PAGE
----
Insulation UNDER the floor would seem to be CRITICAL to economic operation.

I would consider the electric mat... make sure that it will meet the HEAT LOSS of the room in terms of BTU output.

Also look into a bathroom vent fan that is combined with a heater... that would only need to be turned on to supplement when needed. Wire a timer on the wall that automatically turns it off after a period of time.
 
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Old 02-19-13, 09:39 AM
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Our second bath has an electric in the wall heater with a fan. It's rarely turned on, and when it is it's super effective, quick and provides a comfortable warmth. And for sure, cost effective.

Operational cost is 20 cents per hour, if it's on continuously - but it cycles with it's own thermostat. It might be on for 30 minutes a day, if that, so... maybe 10 cents a day when it calls for heat. For $3 month, it's fine.

There are also overhead infrared bulbs in multipurpose (fan/vent/heat) fixtures for instant warmth.
 
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Old 02-19-13, 10:41 AM
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You could install a hot-water heated floor in the bathroom no matter what the height difference was from the boiler BUT it would be quite expensive. There is also the probability that you do not have enough floor area to use a radiant floor by itself to heat that room.

I think that TBurr's suggestion of an in-wall electric heater is a good one. The major drawback to it is placement, if you don't have the free wall space for the heater then it can't be done. A combination of a ceiling mount electric heater and an electric mat for the floor would probably work well.
 
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Old 02-19-13, 10:53 AM
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Thank you all for the input.

It is a second floor bathroom, right now the only bathroom in the house. (we plan to install a first floor half bath)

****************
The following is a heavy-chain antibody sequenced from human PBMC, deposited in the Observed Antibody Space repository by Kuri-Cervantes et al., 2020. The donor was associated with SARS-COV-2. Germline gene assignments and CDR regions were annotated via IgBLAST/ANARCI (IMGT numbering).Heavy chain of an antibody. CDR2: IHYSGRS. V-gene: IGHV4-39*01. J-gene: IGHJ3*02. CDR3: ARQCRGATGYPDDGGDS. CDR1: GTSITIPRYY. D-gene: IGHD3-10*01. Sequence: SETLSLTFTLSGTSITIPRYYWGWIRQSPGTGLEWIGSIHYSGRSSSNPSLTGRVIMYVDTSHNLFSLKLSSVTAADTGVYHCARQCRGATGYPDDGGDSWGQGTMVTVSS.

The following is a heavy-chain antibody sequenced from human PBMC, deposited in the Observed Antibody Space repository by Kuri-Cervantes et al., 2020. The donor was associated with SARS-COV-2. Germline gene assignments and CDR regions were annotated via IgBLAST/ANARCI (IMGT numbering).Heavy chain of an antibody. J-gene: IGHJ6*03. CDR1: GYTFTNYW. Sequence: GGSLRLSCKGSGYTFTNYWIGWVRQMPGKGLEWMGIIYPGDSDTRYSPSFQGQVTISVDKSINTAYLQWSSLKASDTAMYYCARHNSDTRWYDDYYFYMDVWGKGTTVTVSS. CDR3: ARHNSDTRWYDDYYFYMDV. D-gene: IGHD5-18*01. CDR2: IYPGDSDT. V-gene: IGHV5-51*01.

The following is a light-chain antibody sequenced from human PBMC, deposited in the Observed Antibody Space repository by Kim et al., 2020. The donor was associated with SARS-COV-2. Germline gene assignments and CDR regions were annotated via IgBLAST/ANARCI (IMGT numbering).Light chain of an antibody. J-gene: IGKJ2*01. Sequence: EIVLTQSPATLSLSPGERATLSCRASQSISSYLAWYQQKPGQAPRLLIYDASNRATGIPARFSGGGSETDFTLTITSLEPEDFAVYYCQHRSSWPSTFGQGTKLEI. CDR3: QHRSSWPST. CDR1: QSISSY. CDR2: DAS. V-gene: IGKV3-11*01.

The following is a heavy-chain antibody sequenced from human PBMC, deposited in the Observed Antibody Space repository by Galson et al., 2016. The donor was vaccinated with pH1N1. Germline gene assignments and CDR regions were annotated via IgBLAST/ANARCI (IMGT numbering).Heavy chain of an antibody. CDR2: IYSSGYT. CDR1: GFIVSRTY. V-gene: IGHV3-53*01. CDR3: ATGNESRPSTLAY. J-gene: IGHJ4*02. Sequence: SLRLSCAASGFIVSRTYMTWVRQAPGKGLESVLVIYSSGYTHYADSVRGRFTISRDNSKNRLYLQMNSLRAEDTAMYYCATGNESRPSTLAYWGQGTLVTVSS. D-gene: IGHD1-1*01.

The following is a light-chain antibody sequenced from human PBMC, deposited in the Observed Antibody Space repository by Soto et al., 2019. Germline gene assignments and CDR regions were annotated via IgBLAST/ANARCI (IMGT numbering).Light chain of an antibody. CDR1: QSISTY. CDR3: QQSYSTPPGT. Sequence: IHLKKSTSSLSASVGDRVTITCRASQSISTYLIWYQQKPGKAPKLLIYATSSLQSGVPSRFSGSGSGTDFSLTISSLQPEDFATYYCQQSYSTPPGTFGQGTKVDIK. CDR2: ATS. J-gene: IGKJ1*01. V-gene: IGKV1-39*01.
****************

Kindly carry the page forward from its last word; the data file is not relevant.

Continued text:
My husband is a refrigeration mechanic and was concerned that he could get it to work but not for as long as the floor would last! NJTrooper
We unfortunately do not have room for a wall heater. So I think we'll go with the mat and just be super conscience about it.
 
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Old 02-19-13, 01:28 PM
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Originally Posted by NJ Trooper View Post
It IS possible to run a hot water heating loop off of a steam system, but it is CRITICAL the piping is done 100% correctly.
Thanks... I thought it was possible but did not know if it was code and I have never heard of it being done.

As such, it seems something one would not want to pursue.
 

Last edited by Nick D.; 02-19-13 at 01:45 PM.
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Old 02-19-13, 01:44 PM
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For such a small room, I wonder if you could use the DHW system ?
Just a 'poor mans' system.. a loop off the water heater with a t-stat (or timer?) controlled circ pump ?
(providing your water heater has enough btu to warm the floor AND supply your shower/bath needs without running out of heat)
 
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Old 02-19-13, 02:34 PM
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It's really not that DIFFICULT to do, but as I mentioned, it must be done 'by the book'.

This 'handout' from Bell & Gossett explains how...

How to Run a Hot Water Zone Off a Steam Boiler | Xylem - Residential and Commercial Water Systems

In the case of a radiant floor however, there is more piping involved because you can't feed the floor heat with 180-200 degree water. One must also include a MIXING VALVE to temper the water going to the floor down to about 120 or so, and this setup would also require a second pump.

One more thing to consider... while a cast iron pump will work OK for a few years, the fact that steam systems are open means that there is oxygen in the water, unlike a pressurized hot water system, and this oxygen will eventually corrode a cast iron pump. BRONZE is strongly recommended... and they are pricey!

Furd stated that height didn't really matter... but [edit added in response to Furd's post #11, below] if one is running a hot water loop directly off the water in the boiler without an intervening heat exchanger and a completely separate pressurized system on the other side of the heat exchanger, it DOES matter.